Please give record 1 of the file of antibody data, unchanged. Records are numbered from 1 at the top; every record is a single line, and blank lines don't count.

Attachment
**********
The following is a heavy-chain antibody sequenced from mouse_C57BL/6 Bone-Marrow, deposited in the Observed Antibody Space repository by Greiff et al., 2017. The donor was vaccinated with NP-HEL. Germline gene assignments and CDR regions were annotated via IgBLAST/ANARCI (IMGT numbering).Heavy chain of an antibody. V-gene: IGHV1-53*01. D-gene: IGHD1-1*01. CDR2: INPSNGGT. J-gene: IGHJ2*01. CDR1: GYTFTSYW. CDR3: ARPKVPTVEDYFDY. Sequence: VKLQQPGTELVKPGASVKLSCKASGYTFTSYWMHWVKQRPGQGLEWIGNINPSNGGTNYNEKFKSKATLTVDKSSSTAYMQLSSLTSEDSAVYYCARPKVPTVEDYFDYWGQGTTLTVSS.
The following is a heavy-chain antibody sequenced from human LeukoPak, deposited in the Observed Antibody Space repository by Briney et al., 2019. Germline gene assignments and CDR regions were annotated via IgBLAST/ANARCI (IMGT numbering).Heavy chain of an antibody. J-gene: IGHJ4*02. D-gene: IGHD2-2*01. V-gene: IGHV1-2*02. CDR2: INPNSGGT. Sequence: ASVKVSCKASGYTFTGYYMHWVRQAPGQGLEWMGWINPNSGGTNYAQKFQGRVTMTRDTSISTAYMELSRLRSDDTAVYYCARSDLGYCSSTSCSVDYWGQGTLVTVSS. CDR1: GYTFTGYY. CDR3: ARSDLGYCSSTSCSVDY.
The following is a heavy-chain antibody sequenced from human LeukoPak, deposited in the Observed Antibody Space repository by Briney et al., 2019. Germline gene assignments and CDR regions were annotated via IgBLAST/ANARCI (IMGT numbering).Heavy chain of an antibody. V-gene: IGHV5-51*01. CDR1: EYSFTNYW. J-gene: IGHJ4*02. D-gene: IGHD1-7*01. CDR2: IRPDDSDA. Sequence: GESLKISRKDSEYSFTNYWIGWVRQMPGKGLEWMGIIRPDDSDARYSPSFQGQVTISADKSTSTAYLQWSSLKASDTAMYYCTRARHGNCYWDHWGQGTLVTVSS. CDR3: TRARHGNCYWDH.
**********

The following is a heavy-chain antibody sequenced from mouse_C57BL/6 Bone-Marrow, deposited in the Observed Antibody Space repository by Greiff et al., 2017. The donor was vaccinated with NP-HEL. Germline gene assignments and CDR regions were annotated via IgBLAST/ANARCI (IMGT numbering).Heavy chain of an antibody. V-gene: IGHV1-53*01. D-gene: IGHD1-1*01. CDR2: INPSNGGT. J-gene: IGHJ2*01. CDR1: GYTFTSYW. CDR3: ARPKVPTVEDYFDY. Sequence: VKLQQPGTELVKPGASVKLSCKASGYTFTSYWMHWVKQRPGQGLEWIGNINPSNGGTNYNEKFKSKATLTVDKSSSTAYMQLSSLTSEDSAVYYCARPKVPTVEDYFDYWGQGTTLTVSS.